Now this is awesome, right?? But that is not it from Brownells this year. In fact, for as far as I am concerned, the biggest product launch at the SHOT Show is the BRN-10 family of rifles.
Never before has any company embarked on making a version of the original AR10 rifle as it was released by ArmaLite and AI. After the AR15 went into production the AR10 was all but tossed in the scrap heap of Ordnance Corps. That was until Gene Stoner went to work at Knight’s Armament and released his SR-25 in 1994. Since that time, there has been numerous variations of the modern AR10 and some half-done commemoratives, but nobody went full out to release the iconic AR10.

Brownells, in secrecy, and with the help of some other industry partners, went to work on a retro AR10 rifle, and they did it right! The upper receiver is identical to the original version which included the fixed carrying handle with the trigger-style charging handle located inside the carrying handle. The receivers were designed in partnership with FM Products. In fact, the upper was manufactured from an original AR10 upper, measured by a laser to get it as close to a perfect copy as possible. The rear sight is identical to that of the original. The lower is also identical right down to the shape of the magazine well. These original dimensions will not accept a modern PMag, but the aluminum magazines, as well as early ArmaLite ones.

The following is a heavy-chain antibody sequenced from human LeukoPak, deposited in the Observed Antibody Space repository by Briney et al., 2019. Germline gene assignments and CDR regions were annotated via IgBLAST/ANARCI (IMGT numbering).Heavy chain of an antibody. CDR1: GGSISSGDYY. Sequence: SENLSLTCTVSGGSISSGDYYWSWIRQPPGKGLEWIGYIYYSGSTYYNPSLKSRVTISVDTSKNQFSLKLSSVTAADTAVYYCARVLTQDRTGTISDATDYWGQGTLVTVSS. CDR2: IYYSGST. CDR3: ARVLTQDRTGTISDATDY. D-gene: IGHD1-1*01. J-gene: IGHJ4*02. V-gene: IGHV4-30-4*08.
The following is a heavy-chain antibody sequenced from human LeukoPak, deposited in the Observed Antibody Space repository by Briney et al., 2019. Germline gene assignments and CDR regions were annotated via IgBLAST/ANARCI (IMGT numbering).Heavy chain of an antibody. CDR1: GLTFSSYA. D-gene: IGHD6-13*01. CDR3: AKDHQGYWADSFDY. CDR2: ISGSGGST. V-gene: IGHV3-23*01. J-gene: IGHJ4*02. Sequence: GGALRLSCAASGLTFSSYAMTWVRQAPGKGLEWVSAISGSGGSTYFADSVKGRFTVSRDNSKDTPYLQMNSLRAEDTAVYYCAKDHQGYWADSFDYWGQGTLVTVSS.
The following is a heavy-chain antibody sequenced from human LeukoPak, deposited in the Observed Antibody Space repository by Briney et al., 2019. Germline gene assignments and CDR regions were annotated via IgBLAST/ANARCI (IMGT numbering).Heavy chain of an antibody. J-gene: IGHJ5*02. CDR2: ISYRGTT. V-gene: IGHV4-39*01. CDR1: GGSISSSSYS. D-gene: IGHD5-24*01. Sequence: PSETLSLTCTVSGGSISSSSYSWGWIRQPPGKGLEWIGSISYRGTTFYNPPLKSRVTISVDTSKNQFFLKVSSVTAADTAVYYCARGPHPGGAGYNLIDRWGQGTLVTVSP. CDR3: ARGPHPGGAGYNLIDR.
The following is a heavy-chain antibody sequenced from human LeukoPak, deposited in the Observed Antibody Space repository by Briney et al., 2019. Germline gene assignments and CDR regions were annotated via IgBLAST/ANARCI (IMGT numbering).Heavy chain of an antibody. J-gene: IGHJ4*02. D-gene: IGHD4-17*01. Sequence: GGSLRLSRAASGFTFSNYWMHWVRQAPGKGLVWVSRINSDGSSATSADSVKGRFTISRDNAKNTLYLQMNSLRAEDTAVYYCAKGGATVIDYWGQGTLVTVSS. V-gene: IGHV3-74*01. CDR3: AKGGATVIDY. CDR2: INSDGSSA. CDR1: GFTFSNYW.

Shown is the BRN-10A. This is still in the development stages. Observe the original brown furniture. According to Brownells, this is not the final furniture. The pistol grip is being redesigned, as well as the handguards. The pivot pin is removable, and the bolt catch is identical to the original. The profile of the safety and magazine release button are original as well. The aluminum components have an original matte grey finish to them. The bolt carrier group is chrome plated. The side is flat like the original. The bolt carrier is also a prototype and will be more sculptured like the original. The barrel is QPQ treated, but has an exterior finish identical to the manganese phosphate of the original rifle. The front sight base is another component currently under development. Muzzle devices are available in both three-prong, as well as closed end.
The BRN-10B is the same rifle but in black furniture with a lighter weight barrel. This is slightly more modern than the original. The original A model has a heavier fluted barrel. Like the A model, there are several components still under development as well. I cannot wait myself to see the final versions! The MSRP for the BRN-10A is $1,699.99 and the BRN-10B is $1,599.99 and will be available this year. It is currently being offered on pre-order. This is an excellent price point in my opinion considering this is a completely redesigned rifle using all redesigned components. Brownells deserves credit for their hard work at recreating components from the late 1950’s to early 1960’s on this entire new line of retro firearms. Now anyone will be able to purchase new retro rifles without having to search for 60-year-old components!


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    Technical Specialist, 10 years in forensics, veteran, technical writer and armorer instructor.